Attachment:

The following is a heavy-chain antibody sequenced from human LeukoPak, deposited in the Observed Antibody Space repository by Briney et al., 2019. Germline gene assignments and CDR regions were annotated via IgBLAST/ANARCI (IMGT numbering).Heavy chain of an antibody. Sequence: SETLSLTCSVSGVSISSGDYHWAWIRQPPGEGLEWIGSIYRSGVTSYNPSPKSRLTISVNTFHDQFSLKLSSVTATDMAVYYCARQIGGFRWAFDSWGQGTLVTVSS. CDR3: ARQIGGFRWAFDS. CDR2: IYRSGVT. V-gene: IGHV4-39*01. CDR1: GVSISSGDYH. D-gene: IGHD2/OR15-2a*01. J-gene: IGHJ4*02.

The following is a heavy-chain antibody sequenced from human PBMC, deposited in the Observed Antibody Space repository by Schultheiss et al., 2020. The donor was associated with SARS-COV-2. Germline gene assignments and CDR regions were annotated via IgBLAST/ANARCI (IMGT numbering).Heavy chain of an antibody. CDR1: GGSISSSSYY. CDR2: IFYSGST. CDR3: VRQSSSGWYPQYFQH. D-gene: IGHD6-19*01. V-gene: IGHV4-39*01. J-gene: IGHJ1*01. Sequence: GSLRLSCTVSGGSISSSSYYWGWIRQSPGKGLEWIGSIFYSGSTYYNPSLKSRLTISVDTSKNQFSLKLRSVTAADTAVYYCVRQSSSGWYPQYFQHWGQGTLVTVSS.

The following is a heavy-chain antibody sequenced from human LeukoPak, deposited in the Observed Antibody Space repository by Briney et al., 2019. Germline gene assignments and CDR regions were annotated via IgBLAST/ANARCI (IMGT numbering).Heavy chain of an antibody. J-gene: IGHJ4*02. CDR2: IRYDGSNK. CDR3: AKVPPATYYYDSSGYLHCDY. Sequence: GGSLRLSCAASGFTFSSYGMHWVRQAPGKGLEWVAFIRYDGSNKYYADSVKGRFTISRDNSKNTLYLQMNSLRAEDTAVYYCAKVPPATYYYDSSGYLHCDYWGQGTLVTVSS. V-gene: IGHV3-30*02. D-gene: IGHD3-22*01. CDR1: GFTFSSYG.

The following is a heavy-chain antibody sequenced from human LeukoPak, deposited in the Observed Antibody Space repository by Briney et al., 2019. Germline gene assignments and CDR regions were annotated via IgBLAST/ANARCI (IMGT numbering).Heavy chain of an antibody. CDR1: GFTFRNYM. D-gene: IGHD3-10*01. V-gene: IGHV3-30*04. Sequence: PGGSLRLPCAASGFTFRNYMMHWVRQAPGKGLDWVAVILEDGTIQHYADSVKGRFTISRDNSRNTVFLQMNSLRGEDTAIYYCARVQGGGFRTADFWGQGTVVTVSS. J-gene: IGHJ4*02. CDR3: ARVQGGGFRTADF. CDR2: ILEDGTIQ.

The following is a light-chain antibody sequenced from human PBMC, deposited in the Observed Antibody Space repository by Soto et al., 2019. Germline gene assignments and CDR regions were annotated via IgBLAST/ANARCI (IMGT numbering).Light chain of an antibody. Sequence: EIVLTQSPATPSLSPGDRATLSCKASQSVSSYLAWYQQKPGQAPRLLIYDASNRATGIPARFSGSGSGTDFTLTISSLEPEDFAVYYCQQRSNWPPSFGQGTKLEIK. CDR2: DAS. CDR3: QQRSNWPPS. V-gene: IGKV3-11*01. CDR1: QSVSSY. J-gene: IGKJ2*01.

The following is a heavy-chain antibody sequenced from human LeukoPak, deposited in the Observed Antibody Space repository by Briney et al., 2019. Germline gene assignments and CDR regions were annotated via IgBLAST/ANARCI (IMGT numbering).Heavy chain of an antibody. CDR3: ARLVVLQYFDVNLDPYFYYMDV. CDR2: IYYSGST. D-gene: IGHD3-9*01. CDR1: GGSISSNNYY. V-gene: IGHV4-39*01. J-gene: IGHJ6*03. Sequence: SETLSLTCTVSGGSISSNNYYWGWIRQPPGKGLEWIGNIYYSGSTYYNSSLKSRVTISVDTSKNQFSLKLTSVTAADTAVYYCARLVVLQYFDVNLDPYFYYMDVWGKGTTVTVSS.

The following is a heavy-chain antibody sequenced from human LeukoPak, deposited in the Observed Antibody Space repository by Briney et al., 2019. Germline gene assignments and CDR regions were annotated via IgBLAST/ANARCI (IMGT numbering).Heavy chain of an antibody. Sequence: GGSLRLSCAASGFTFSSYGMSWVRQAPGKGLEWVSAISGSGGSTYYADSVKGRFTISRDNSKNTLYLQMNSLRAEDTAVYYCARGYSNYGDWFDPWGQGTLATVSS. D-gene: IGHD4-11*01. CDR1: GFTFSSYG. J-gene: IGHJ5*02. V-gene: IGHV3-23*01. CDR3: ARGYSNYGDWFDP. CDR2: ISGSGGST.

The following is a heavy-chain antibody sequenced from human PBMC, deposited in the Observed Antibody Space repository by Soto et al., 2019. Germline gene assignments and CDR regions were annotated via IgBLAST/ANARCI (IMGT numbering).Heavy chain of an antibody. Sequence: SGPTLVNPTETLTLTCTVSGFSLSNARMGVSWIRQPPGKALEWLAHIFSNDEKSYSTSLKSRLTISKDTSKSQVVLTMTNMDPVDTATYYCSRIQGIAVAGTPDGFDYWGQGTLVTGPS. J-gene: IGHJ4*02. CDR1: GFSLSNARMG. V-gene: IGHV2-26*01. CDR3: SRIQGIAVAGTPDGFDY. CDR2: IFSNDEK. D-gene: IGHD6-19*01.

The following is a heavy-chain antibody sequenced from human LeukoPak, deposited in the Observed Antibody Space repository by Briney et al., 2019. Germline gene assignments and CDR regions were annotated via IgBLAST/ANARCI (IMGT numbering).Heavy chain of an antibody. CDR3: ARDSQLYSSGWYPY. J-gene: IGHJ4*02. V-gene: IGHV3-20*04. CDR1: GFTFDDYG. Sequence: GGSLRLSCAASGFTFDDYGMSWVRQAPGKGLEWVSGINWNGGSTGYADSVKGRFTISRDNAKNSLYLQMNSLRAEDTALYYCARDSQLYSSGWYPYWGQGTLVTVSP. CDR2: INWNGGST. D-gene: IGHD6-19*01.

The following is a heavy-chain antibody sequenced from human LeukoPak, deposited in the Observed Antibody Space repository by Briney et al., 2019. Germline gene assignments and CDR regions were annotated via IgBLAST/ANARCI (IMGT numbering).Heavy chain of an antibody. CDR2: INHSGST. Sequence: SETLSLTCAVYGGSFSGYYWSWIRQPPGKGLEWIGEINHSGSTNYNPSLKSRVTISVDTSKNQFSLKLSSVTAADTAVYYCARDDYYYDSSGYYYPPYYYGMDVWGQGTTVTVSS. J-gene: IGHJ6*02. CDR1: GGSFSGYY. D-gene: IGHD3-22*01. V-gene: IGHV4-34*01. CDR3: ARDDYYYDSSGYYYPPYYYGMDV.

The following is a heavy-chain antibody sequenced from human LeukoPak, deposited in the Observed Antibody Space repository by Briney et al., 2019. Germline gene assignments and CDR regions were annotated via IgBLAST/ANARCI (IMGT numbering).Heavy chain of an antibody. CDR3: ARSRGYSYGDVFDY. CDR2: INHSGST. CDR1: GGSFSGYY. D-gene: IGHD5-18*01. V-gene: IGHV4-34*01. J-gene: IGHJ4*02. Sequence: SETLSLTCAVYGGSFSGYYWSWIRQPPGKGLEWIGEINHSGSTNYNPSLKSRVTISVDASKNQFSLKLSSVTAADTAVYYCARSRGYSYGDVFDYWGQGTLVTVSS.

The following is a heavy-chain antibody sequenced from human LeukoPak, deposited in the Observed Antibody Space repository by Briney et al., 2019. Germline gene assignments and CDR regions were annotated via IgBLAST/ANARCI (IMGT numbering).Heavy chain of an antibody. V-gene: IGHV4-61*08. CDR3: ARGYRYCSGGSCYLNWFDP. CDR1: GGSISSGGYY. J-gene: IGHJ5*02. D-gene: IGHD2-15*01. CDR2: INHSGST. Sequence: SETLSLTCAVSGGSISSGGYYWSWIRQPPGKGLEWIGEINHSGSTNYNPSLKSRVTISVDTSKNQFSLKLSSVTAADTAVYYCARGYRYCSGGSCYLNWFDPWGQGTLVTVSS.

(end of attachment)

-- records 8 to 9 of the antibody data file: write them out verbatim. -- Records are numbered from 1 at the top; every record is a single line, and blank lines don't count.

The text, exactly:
The following is a heavy-chain antibody sequenced from human PBMC, deposited in the Observed Antibody Space repository by Soto et al., 2019. Germline gene assignments and CDR regions were annotated via IgBLAST/ANARCI (IMGT numbering).Heavy chain of an antibody. Sequence: SGPTLVNPTETLTLTCTVSGFSLSNARMGVSWIRQPPGKALEWLAHIFSNDEKSYSTSLKSRLTISKDTSKSQVVLTMTNMDPVDTATYYCSRIQGIAVAGTPDGFDYWGQGTLVTGPS. J-gene: IGHJ4*02. CDR1: GFSLSNARMG. V-gene: IGHV2-26*01. CDR3: SRIQGIAVAGTPDGFDY. CDR2: IFSNDEK. D-gene: IGHD6-19*01.

The following is a heavy-chain antibody sequenced from human LeukoPak, deposited in the Observed Antibody Space repository by Briney et al., 2019. Germline gene assignments and CDR regions were annotated via IgBLAST/ANARCI (IMGT numbering).Heavy chain of an antibody. CDR3: ARDSQLYSSGWYPY. J-gene: IGHJ4*02. V-gene: IGHV3-20*04. CDR1: GFTFDDYG. Sequence: GGSLRLSCAASGFTFDDYGMSWVRQAPGKGLEWVSGINWNGGSTGYADSVKGRFTISRDNAKNSLYLQMNSLRAEDTALYYCARDSQLYSSGWYPYWGQGTLVTVSP. CDR2: INWNGGST. D-gene: IGHD6-19*01.